For the first time in a long while, someone asked me how I felt, and if I was OK.
I told them that it felt like my brain was wheezing. It’s such an absurd image — of course my mental health is not a little emoticon with arms and legs and lungs. If it was, it would be running away from the chaos wrought upon me by school and work and post-grad uneasiness. And maybe it would read a book while watching the sunset on the Mallorcan coast.
Like so many other seniors, I have found myself swallowed by an uncertainty surrounding my identity as a young college student about to graduate amid a pandemic. It is a socially isolating and anxiety-inducing experience, and every day my brain huffs and puffs to compartmentalize it away.
One of the most sustaining thoughts, however, is the repeated reminder from my fellow seniors — friends, peers, even coworkers — that I am not alone in these challenges, and that I am not the only one facing them.
In this COVID-19-stricken world, we’ve been running for so long — pushing to make it through the school year, wrap up graduation requirements, pump out job applications, figure out post-grad plans and organize living situations.
Seniors, when do we slow it down to a paced jog? Or a relaxing stroll?
I think it’s probably OK for us to take a minute and admit that we can feel lost or burned out or even sad during this time. All the good that could have happened over the past year — to rejuvenate and lift us up — didn’t happen. A pandemic cast splotches of darkness over the light and joy that might have more obviously carried us throughout this uncertain period of growth.
Because that’s what it is: growth. It’s uncomfortable; it’s painful.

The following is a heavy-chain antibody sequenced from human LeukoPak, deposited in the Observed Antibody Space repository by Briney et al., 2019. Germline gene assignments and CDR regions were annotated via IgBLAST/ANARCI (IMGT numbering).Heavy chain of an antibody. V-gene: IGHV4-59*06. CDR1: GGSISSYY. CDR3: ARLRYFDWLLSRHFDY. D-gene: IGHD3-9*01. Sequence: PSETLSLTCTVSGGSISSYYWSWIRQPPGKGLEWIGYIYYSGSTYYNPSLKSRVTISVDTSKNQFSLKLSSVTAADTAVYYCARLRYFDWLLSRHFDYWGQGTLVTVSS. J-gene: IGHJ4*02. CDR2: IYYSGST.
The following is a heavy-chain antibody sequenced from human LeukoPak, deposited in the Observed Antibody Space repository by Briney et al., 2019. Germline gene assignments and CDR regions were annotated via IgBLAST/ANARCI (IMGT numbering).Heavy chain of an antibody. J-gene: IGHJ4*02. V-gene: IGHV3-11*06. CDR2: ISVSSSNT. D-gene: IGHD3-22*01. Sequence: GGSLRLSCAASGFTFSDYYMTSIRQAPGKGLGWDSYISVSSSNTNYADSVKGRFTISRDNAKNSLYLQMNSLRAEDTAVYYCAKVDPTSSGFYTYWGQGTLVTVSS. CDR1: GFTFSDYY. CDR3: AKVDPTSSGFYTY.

It might be full of laughter with those we’ve been able to reunite with. And also tears, and car rides to emotional playlists, and leaving friendships, and building new habits or distractions, and frustrated pencil tapping, and adrenaline-pumping runs or workout routines, and demoralizing emails, and requests for extensions. And maybe a creative cooking experiment or two (I'm guilty as charged for that one).
I don’t think that any of these feelings and fears are specific or unique anymore. And I think it’s also OK for us to admit — to be brash with ourselves, and forward with those around us — that our brains may not exactly feel great. They might be a bit out of breath.
But in this period of growth, we’re collecting experiences to use as tools in our lives. We’re feeling a vast array of emotions, finding numerous solutions and implicitly learning an incredible amount of new skills, even outside the Zoom classroom.
We’re growing, and it doesn’t always feel safe or stable. But we are also planting and taking the time to manifest the beauty and joys we hope to regale in soon.
And on that note, seniors, I think we can agree that there’s more to come.
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